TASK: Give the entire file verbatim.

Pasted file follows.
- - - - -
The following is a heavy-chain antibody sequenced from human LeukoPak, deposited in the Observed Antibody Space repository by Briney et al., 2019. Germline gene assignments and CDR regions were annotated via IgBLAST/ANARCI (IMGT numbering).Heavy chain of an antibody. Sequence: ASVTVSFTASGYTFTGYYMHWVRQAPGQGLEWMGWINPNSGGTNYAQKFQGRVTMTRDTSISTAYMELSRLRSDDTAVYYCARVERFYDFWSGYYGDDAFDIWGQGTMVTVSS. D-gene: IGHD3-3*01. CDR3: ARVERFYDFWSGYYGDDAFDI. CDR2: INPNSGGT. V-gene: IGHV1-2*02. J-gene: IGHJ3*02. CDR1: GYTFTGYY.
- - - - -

The following is a heavy-chain antibody sequenced from human LeukoPak, deposited in the Observed Antibody Space repository by Briney et al., 2019. Germline gene assignments and CDR regions were annotated via IgBLAST/ANARCI (IMGT numbering).Heavy chain of an antibody. Sequence: ASVTVSFTASGYTFTGYYMHWVRQAPGQGLEWMGWINPNSGGTNYAQKFQGRVTMTRDTSISTAYMELSRLRSDDTAVYYCARVERFYDFWSGYYGDDAFDIWGQGTMVTVSS. D-gene: IGHD3-3*01. CDR3: ARVERFYDFWSGYYGDDAFDI. CDR2: INPNSGGT. V-gene: IGHV1-2*02. J-gene: IGHJ3*02. CDR1: GYTFTGYY.